One of Stockholm’s most popular attractions is the Vasa Museum. It is a purpose built museum which houses the almost fully intact Vasa, a 64 gun warship that sank on her maiden voyage in 1628.
Once her valuable bronze cannons were salvaged in the 17th century, she lay almost undisturbed until she was located in the late 1950s. Vasa was salvaged in 1961 and housed in a temporary museum..go to Wikapedia for the full, fascinating history.
The construction of the present museum began on and around the dry dock of the old naval yard. Vasa was towed into the flooded dry dock under the new building in December 1988 and the museum was opened in 1990.
The first sight of this incredible ship in the subdued lighting will take your breath away. Vasa looks as though she might sail off at any moment with a ghostly crew.
The low light and the fact that the ship is so huge and fills the space makes it difficult to get good photos. You really will have to go there to appreciate just how magnificent it is.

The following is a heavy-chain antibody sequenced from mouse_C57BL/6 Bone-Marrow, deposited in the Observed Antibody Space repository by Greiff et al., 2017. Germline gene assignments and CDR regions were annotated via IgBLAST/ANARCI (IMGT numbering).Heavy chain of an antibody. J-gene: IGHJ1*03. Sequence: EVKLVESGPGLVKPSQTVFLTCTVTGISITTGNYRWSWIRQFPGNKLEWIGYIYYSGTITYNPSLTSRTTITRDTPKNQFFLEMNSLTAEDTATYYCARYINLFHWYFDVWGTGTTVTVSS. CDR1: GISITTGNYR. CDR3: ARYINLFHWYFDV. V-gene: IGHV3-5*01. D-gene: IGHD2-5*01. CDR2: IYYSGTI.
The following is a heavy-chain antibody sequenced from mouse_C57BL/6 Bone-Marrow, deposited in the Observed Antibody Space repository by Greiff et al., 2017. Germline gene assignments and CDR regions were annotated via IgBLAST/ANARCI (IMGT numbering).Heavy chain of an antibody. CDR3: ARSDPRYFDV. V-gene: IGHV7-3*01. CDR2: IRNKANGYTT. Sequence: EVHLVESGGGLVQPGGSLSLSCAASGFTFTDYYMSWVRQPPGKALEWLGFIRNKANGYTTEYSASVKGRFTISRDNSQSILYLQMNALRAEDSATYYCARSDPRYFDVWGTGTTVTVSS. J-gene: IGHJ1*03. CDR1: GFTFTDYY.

The 3 metre long figurehead lion consists of several parts carved individually and fitted together with bolts.
The intricate details on the carvings is amazing. Vasa must have looked stunning as she sailed out of the harbour.
There are several models showing what the ship would have looked like on her maiden voyage.
I particularly liked the one showing a cross section of the ship and how the sailors worked their positions.
There is a very good guided tour in several languages explaining the circumstances of the ship, the sinking and the salvage. Take time also to watch the film of the salvage. There are areas depicting life as it was at the time of the ship’s construction, with life size models in the dress of the time.
Allow a few hours to really appreciate this amazing ship and the work that has been done by many people to preserve it. There are several floors each giving a different perspective of the ship…don’t miss anything. I guarantee you will be fascinated.